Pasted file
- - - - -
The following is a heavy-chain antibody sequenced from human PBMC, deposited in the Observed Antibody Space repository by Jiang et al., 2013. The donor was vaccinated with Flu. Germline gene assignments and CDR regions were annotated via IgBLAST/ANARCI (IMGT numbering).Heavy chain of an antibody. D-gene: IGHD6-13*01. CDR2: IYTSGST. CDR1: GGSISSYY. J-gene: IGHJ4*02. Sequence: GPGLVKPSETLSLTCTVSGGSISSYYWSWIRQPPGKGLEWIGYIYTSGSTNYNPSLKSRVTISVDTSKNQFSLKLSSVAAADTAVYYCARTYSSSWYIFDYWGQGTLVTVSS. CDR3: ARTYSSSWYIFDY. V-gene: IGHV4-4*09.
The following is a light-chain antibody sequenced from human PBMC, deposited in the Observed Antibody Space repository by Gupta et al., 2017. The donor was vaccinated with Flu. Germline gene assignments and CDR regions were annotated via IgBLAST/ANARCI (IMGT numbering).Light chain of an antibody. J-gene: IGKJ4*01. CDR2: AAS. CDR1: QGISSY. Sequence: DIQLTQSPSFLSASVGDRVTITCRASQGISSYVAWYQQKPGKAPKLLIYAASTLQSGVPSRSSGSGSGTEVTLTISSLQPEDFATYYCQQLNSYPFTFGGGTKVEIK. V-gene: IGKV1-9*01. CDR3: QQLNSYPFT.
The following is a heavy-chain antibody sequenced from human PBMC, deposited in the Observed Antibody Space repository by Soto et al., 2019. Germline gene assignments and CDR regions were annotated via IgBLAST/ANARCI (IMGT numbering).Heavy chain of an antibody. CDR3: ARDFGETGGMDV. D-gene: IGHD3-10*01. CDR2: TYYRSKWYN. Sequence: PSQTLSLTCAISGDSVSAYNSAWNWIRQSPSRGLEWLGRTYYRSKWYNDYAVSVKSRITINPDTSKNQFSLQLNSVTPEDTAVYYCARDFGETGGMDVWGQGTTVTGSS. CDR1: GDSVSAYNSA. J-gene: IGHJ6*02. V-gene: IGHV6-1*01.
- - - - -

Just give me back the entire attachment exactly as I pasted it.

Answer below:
The following is a heavy-chain antibody sequenced from human PBMC, deposited in the Observed Antibody Space repository by Jiang et al., 2013. The donor was vaccinated with Flu. Germline gene assignments and CDR regions were annotated via IgBLAST/ANARCI (IMGT numbering).Heavy chain of an antibody. D-gene: IGHD6-13*01. CDR2: IYTSGST. CDR1: GGSISSYY. J-gene: IGHJ4*02. Sequence: GPGLVKPSETLSLTCTVSGGSISSYYWSWIRQPPGKGLEWIGYIYTSGSTNYNPSLKSRVTISVDTSKNQFSLKLSSVAAADTAVYYCARTYSSSWYIFDYWGQGTLVTVSS. CDR3: ARTYSSSWYIFDY. V-gene: IGHV4-4*09.
The following is a light-chain antibody sequenced from human PBMC, deposited in the Observed Antibody Space repository by Gupta et al., 2017. The donor was vaccinated with Flu. Germline gene assignments and CDR regions were annotated via IgBLAST/ANARCI (IMGT numbering).Light chain of an antibody. J-gene: IGKJ4*01. CDR2: AAS. CDR1: QGISSY. Sequence: DIQLTQSPSFLSASVGDRVTITCRASQGISSYVAWYQQKPGKAPKLLIYAASTLQSGVPSRSSGSGSGTEVTLTISSLQPEDFATYYCQQLNSYPFTFGGGTKVEIK. V-gene: IGKV1-9*01. CDR3: QQLNSYPFT.
The following is a heavy-chain antibody sequenced from human PBMC, deposited in the Observed Antibody Space repository by Soto et al., 2019. Germline gene assignments and CDR regions were annotated via IgBLAST/ANARCI (IMGT numbering).Heavy chain of an antibody. CDR3: ARDFGETGGMDV. D-gene: IGHD3-10*01. CDR2: TYYRSKWYN. Sequence: PSQTLSLTCAISGDSVSAYNSAWNWIRQSPSRGLEWLGRTYYRSKWYNDYAVSVKSRITINPDTSKNQFSLQLNSVTPEDTAVYYCARDFGETGGMDVWGQGTTVTGSS. CDR1: GDSVSAYNSA. J-gene: IGHJ6*02. V-gene: IGHV6-1*01.